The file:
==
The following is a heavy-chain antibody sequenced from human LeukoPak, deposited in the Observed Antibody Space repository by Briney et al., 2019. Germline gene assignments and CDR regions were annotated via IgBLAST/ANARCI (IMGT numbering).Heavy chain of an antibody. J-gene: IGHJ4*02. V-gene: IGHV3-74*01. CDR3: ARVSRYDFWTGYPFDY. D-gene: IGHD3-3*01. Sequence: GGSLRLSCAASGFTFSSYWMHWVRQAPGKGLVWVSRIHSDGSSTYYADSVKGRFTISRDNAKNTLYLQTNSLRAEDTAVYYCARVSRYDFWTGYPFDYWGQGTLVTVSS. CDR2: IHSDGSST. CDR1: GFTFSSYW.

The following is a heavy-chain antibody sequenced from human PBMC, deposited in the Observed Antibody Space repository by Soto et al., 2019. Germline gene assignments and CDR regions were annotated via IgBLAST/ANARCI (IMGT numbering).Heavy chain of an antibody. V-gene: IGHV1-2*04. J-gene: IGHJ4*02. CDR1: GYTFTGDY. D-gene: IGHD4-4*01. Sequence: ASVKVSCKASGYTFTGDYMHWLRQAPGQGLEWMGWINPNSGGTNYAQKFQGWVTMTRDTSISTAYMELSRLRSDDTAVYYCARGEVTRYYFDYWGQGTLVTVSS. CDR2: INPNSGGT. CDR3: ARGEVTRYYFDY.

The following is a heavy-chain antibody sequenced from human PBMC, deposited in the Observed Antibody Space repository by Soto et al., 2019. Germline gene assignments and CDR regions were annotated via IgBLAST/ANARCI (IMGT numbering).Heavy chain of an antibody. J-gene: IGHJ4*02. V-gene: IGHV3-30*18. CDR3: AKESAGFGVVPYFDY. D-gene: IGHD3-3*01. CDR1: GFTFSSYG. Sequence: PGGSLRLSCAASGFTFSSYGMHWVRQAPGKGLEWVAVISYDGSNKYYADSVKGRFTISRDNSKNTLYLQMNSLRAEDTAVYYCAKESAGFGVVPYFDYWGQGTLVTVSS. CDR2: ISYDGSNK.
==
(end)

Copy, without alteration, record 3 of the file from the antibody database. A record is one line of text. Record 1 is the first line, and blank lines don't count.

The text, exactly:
The following is a heavy-chain antibody sequenced from human PBMC, deposited in the Observed Antibody Space repository by Soto et al., 2019. Germline gene assignments and CDR regions were annotated via IgBLAST/ANARCI (IMGT numbering).Heavy chain of an antibody. J-gene: IGHJ4*02. V-gene: IGHV3-30*18. CDR3: AKESAGFGVVPYFDY. D-gene: IGHD3-3*01. CDR1: GFTFSSYG. Sequence: PGGSLRLSCAASGFTFSSYGMHWVRQAPGKGLEWVAVISYDGSNKYYADSVKGRFTISRDNSKNTLYLQMNSLRAEDTAVYYCAKESAGFGVVPYFDYWGQGTLVTVSS. CDR2: ISYDGSNK.